You probably already know what this is, but just in case you don't: It's basically a tiny greenhouse. Or like a car left in the sun at noon in August. Only it's even hotter, since it is insulated, painted black and pointed right at the sun.
Inside the box I put a jar with 250 ml of cooking oil and poked a hole in the lid for a temperature probe. That's what these temps are.
Why did I choose cooking oil? Because I didn't want evaporation to be a problem. For one thing, it would fog up the inside of the glass. For another, it would cap my max temperature at 100°C (not that that turned out to be a problem in this case). And lastly, it would change the amount of water in the bottle and I needed that to be a constant because I did some calculations with it.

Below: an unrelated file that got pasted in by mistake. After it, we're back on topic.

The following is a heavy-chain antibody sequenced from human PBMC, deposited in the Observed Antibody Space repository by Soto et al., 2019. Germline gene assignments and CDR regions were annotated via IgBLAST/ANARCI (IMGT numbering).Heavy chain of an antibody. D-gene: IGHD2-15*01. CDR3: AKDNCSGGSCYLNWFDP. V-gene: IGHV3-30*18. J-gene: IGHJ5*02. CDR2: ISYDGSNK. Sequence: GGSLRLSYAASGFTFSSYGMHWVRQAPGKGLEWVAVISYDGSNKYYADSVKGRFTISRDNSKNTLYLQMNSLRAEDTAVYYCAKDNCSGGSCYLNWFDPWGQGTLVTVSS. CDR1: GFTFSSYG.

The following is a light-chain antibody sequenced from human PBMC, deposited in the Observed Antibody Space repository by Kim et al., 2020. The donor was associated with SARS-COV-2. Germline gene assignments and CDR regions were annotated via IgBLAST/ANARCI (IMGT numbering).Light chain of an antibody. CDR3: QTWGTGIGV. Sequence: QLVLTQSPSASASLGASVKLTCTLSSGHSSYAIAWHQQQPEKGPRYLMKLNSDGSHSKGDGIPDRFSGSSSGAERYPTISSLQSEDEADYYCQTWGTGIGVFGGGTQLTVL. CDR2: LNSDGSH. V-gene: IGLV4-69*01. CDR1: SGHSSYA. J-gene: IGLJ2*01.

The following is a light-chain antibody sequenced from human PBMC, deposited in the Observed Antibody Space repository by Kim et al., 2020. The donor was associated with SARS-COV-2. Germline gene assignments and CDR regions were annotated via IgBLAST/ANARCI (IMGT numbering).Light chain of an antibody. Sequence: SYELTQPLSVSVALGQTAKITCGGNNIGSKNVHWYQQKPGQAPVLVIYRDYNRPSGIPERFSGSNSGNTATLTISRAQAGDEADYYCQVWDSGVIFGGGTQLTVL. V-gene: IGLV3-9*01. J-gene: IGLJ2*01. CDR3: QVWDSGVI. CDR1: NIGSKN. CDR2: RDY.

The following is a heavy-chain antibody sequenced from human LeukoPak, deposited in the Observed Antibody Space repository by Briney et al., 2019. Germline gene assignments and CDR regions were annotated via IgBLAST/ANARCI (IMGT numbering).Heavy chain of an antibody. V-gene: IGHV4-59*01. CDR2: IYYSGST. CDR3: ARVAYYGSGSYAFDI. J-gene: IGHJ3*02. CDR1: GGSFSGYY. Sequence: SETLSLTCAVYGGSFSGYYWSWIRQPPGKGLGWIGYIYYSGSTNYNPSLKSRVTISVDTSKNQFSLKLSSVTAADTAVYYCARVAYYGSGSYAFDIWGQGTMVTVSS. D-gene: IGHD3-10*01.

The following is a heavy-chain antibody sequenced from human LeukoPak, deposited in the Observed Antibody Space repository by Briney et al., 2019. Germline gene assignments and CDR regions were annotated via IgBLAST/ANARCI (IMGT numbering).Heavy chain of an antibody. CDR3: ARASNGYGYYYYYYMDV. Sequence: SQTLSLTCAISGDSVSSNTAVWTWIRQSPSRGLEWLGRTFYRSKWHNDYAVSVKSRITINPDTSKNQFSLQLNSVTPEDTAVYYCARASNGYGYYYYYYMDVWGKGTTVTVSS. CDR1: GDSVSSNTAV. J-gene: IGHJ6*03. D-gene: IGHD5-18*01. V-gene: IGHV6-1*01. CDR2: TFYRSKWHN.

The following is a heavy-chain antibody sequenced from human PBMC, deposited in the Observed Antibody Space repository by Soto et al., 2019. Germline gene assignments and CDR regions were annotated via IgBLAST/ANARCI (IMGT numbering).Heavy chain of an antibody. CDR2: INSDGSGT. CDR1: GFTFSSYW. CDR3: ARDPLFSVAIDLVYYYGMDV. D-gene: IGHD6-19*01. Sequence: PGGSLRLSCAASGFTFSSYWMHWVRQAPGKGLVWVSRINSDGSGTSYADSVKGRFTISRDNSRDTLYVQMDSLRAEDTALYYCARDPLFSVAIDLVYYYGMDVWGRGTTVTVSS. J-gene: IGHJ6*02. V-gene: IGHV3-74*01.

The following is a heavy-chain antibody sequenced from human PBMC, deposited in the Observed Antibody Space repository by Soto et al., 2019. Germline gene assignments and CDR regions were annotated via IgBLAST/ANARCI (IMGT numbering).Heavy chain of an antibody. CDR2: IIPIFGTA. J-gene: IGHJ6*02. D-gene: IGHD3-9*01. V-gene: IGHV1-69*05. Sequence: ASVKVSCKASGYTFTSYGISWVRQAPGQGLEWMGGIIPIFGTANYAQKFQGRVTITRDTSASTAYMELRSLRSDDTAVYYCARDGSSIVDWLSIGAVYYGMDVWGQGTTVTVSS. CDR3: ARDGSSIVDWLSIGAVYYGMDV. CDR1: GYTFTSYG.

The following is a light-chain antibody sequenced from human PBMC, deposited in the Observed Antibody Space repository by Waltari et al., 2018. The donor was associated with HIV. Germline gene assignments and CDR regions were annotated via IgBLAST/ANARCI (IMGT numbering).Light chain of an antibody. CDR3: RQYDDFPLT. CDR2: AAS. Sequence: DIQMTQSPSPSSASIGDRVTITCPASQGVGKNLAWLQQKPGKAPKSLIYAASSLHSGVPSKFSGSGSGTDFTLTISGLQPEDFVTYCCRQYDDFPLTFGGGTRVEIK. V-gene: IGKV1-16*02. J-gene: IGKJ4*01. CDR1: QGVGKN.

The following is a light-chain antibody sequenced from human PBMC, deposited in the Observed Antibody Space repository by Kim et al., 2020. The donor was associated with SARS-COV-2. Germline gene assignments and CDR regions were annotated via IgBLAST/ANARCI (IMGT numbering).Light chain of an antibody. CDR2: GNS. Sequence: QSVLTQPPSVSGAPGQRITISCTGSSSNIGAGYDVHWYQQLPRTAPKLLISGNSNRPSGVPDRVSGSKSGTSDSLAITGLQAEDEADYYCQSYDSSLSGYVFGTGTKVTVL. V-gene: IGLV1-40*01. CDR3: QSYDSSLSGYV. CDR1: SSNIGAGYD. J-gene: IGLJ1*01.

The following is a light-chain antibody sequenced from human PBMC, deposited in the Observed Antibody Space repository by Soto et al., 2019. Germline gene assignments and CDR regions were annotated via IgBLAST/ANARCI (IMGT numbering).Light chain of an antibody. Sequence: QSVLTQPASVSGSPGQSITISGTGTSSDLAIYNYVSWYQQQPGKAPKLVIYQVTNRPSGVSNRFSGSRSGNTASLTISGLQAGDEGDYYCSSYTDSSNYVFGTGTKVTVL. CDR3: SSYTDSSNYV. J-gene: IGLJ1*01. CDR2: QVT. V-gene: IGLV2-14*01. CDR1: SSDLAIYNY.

Knowing the amount of oil and the temperature change (plus looking up the specific heat of vegetable oil), I can calculate the rate at which energy is entering the oil. For the above graph, I got 2.5 watts for the steepest part of the curve. However, I see that the site I just linked to has the specific heat of veg oil as 1.67 kJ/kg K and I was using 2.5. So maybe the power is really more like 3.7 watts.
Knowing the area of the collector I can also calculate the amount of power falling into the box. That's about 75 watts. So the end-to-end efficiency was only about 3-5%. Not that great.
Imagine if you put a cup of water on the table and then turn the furnace thermostat up to 90°. How much energy are you going to waste before the water gets hot? This illustrates the 3 main problems:
- Air passively surrounding a container of liquid isn't going to heat it very fast.
- There's a lot of volume of air being heated uselessly.
- During all this time, heat is escaping the cracks, windows, chimney, etc. In the case of the hot box, the glass front gets very hot and is radiating a lot of the energy right back out.